Phil Knight was 24 years old when he started Blue Ribbon Sports, the company that would become Nike. Unlike Knight, who was an avid runner and sports enthusiast, Rachel Feinberg and Breanne Harrison-Pollock, both 26 years old, were not gamers but simply two best friends who unlocked the mysterious world of esports. While Nike had to challenge the large incumbent Adidas during its days of origin, Ateyo is the first company of its kind in esports. Feinberg and Harrison-Pollock first became connected during their time at Parsons School of Design. Like the University of Pennsylvania or Stanford University, Knight’s alma mater, which breeds entrepreneurs in the world of finance, healthcare, and technology, Parsons is an institution based in New York City, known for producing some of the world’s greatest minds in fashion such as Marc Jacobs, Tom Ford, Alexander Wang, Donna Karan and many others.
Feinberg and Harrison-Pollock started on the grassroots level of gaming by attending gaming events at the local gaming scene an hour outside of Manhattan in Flushing, Queens. These gaming events and cafes served as the innovation center for Feinberg and Harrison-Pollock who would test various apparel concepts with their end-users. These cafes served as an epicenter for gamers who would come to either pay by the hour to play or compete against each other in a League of Legends LAN tournament, a small 32 contestant tournament where they would compete for top prizes such as an early Ateyo sweatshirt. “We would make different sleeves for a sweatshirt and have our prospective users game in it. At first, they thought we were crazy but eventually, they understood what we were trying to build and became excited that a company was focusing on their needs,” says Feinberg.
The team initially focused on designing the best solution for a gamer’s wrist, acknowledging that carpal tunnel, a condition characterized by numbness and tingling in the hand caused by a narrowing passageway in the wrist, is an issue many in the gaming industry suffer from. According to Feinberg, “the wrist is such an important part of who you are as a gamer, so we asked ourselves what we can do through apparel to support that. We started by prototyping different cuffs with thumbholes and padding and tested them with our users.”
The team evaluated and observed the pain points and problems of thousands of users during the R&D process. The prototype process did not end with the wrist but focused on all types of problems ranging from how end-users sat during a match through things they would do between matches. They then mapped out and prioritized these pain points, focusing on what was most consistent across the largest segment of their user base.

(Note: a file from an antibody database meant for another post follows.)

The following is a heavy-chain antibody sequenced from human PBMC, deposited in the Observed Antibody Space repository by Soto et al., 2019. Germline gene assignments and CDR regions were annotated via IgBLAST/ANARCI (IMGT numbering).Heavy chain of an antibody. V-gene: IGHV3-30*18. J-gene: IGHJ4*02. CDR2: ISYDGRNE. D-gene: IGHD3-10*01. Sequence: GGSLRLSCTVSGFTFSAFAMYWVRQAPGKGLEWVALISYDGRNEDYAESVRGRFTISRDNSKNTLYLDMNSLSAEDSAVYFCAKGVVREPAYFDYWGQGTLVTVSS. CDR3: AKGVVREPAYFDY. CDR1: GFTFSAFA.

Eventually, the Ateyo team reached a point where they needed to find the right manufacturing partners. Because of the novelty and custom nature of their apparel products, they first needed to develop a value-chain that fit with their needs.
When the team was ready to find the right suppliers and manufacturers, they spent two weeks driving around Los Angeles meeting with a number of factories. “A lot of the factories did not provide the quality of work we were looking for. A majority could not do the pockets the way we needed them to be done or did not have the right machinery to do the appropriate stitching, so it was a long process to find the right manufacturing partners,” says Harrison-Pollock. Simultaneously while searching for the right cut and sew factory, the team worked closely with a fabric mill to create a textile they believed would be ideal for their customer base. The team believes the fabric is one of the most important ingredients in manufacturing an apparel product. “After going through the process of sampling tons of products with the fabric mill, we eventually manufactured a fabric we knew was inherently breathable, sweat-wicking, soft to the touch, durable, and non-temperature withholding,” says Harrison-Pollock.
Eventually, the team found a cut & sew factory 40 minutes outside of LA that was doing a lot of work for Lululemon. Knowing Lululemon has a strict protocol on factories they partner with from a quality perspective, the Ateyo team established enough trust to do their first line of production.